I just love how the sport is played and how the tennis international tour works. Since I was a young boy watching the Australian Open, I have loved it and I follow the top 100 players in the world pretty closely. I’m not sure who I think the greatest is, as I wasn’t fortunate enough to be alive to watch many of the best players. However, from who I have seen, it would have to be Roger Federer, his durability and consistency at the top across so many years is just phenomenal.
We’ve just heard Andy Murray is out of the Aus open which is a bummer for the fans. Who’s your tip to take the men’s and women’s titles?
I’m a big fan of Nick Kygrios, and would love to see him get it right at an Australian Open as he has all the weapons to be right at the pointy end of the tournament. However, my tip is an outsider called Lucas Pouille of France. I have followed him since he was playing on the challenger tour and was outside the world top 300, and now he is 18th in the world and a big game player so would be great to see him go far in the Australian Open draw. My tip for the Women’s would be Belinda Bencic from Switzerland – she’s one to keep an eye on!
If you could have a coffee and a chat with any famous person on the planet who would it be?
I would say Brett Robinson, as there’s no one better in athletics to grab a coffee with. Outside athletics, as a long time St Kilda supporter in the AFL, it would be either Nick Riewoldt or Robert Harvey.
How instrumental has your coach and MTC founder, Nic Bideau been in your recent success?
Huge! Without Nic’s and MTC’S involvement, there’s no question I wouldn’t have been able to achieve what I have been able to so far. When I started training with Nic and the Melbourne Track Club I was at crossroads, where I was close to maybe leaving the sport and focusing on university studies. Being able to train with a world-class coach and athletes on a day-to-day basis has been enormous in my progression as an athlete.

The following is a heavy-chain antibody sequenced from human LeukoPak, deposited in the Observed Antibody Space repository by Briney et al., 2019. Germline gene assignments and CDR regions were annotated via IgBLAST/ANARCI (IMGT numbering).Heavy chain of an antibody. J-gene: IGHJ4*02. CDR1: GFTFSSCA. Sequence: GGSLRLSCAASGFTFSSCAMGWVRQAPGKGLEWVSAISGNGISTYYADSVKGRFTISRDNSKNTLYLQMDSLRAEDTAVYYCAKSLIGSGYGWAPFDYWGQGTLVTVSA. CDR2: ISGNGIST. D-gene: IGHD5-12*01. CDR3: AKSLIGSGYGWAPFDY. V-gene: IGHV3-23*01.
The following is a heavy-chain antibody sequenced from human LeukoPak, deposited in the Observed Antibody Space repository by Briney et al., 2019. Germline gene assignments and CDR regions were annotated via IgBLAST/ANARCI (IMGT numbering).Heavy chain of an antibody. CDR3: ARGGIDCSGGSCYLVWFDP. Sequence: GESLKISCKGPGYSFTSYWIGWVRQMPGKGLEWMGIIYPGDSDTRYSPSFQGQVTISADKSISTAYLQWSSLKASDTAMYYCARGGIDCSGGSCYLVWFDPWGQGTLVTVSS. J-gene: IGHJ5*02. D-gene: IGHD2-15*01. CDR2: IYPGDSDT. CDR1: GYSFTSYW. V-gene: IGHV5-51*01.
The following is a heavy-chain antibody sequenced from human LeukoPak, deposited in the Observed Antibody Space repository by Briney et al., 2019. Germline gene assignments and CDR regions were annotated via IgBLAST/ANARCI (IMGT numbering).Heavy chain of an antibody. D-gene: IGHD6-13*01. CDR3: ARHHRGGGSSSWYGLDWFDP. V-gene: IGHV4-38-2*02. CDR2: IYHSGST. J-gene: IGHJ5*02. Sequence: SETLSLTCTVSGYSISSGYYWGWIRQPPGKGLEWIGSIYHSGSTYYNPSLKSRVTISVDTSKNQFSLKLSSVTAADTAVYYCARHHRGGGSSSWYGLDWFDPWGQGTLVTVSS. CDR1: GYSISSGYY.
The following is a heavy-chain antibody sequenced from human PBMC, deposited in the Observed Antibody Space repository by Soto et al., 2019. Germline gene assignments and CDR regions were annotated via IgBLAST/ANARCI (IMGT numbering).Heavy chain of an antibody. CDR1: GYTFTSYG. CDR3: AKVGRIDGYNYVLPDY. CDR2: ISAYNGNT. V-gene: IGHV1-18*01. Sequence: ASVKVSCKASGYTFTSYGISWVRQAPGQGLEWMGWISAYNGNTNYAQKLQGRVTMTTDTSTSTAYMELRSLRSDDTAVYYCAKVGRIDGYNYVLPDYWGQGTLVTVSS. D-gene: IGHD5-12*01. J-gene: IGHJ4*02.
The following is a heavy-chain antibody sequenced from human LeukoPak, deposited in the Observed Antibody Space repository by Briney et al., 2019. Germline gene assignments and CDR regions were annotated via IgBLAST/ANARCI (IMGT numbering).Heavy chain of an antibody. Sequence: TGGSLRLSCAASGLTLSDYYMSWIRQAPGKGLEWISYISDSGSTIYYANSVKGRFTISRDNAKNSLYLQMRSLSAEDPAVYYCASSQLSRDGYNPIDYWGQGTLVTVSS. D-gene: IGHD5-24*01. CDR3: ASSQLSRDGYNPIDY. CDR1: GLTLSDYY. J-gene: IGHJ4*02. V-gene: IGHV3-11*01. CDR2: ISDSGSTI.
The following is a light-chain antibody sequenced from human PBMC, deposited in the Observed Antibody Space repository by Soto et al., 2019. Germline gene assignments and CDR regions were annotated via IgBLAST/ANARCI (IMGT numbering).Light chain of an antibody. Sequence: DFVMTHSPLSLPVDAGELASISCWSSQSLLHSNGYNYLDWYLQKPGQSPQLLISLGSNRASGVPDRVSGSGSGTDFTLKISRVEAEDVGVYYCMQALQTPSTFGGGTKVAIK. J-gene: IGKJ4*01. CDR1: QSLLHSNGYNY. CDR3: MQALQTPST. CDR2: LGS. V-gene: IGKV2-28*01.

You’re still looking to make the team in the 5000m and 3000m steeplechase as well where you have the ‘A’ standard in 5 and a number of ‘B’ standards for the steeple. At this point what would you say your prefered event is?
I’m definitely looking at trying to do the double at Commonwealth Games, so the focus now turns to performing at National trial on the Gold Coast in the 5,000m. I will also do the 3000m steeplechase at the trial, but due to the timetable of the Commonwealth Games if I was lucky enough to qualify in the event it would be unlikely I would be able to do it as it falls on the same night as the 10,000m. I wouldn’t say I have a favourite, being able to be competitive in numerous events gives me a good range and opportunity to make International teams. I think long-term the 10,000m might be my best event, but at the moment I’m happy doing all three events.
If you could be any superhero, which one would you be and why?
The Incredible Hulk. Being a lean runner makes you realise how fun it would be to have a bit more muscle and strength.
Do you think you’ll have a crack at a half marathon in the near future, say the next year or two?
Definitely! Nic’s been extremely careful with me moving up distances too fast, however, I would like to run a half marathon at some point over the next 24-month period. The idea of the marathon also definitely excites me, so I’m hoping at some point in my career I get the opportunity to have a good crack at it.
Favourite location you’ve travelled to outside of Australia for running?
I would have to say Tokyo, Japan. Such a relaxed and clean place.
Favourite thing about being an elite runner?
Being able to travel to so many countries across the world and being able to do it for most of the year with many of my best mates.
Do you ever struggle with motivation to train day in day out?
Throughout the year I definitely have days where I struggle for motivation, especially after a poor race or training period, however that’s where I think the group environment of MTC is so important as there is always someone there to help motivate me.
Athletic highlight of 2017?
Winning the 10,000m Commonwealth Games trial at Zatopek and booking my spot on the Commonwealth Games team.
Most played song of 2017?
Dance Wiv Me, by Dizzee Rascal. This is my go-to song to get me pumped before a race.